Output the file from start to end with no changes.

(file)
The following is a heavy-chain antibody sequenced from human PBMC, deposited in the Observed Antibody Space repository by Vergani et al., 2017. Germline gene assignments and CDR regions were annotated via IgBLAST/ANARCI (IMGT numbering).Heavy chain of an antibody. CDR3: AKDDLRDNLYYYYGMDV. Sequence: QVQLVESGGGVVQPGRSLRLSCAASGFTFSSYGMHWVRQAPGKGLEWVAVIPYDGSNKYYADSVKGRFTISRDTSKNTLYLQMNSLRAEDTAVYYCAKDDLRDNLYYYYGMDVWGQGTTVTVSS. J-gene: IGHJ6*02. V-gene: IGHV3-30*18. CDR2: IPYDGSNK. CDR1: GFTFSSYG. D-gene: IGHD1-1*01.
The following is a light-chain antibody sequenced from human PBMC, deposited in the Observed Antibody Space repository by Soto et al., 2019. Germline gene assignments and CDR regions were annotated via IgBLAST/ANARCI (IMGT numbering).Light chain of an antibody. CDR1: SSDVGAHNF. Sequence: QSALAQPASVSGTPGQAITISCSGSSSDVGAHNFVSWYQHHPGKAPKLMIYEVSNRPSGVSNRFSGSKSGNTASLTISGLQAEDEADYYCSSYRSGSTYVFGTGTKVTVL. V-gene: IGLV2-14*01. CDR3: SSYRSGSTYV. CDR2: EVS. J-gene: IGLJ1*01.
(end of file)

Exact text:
The following is a heavy-chain antibody sequenced from human PBMC, deposited in the Observed Antibody Space repository by Vergani et al., 2017. Germline gene assignments and CDR regions were annotated via IgBLAST/ANARCI (IMGT numbering).Heavy chain of an antibody. CDR3: AKDDLRDNLYYYYGMDV. Sequence: QVQLVESGGGVVQPGRSLRLSCAASGFTFSSYGMHWVRQAPGKGLEWVAVIPYDGSNKYYADSVKGRFTISRDTSKNTLYLQMNSLRAEDTAVYYCAKDDLRDNLYYYYGMDVWGQGTTVTVSS. J-gene: IGHJ6*02. V-gene: IGHV3-30*18. CDR2: IPYDGSNK. CDR1: GFTFSSYG. D-gene: IGHD1-1*01.
The following is a light-chain antibody sequenced from human PBMC, deposited in the Observed Antibody Space repository by Soto et al., 2019. Germline gene assignments and CDR regions were annotated via IgBLAST/ANARCI (IMGT numbering).Light chain of an antibody. CDR1: SSDVGAHNF. Sequence: QSALAQPASVSGTPGQAITISCSGSSSDVGAHNFVSWYQHHPGKAPKLMIYEVSNRPSGVSNRFSGSKSGNTASLTISGLQAEDEADYYCSSYRSGSTYVFGTGTKVTVL. V-gene: IGLV2-14*01. CDR3: SSYRSGSTYV. CDR2: EVS. J-gene: IGLJ1*01.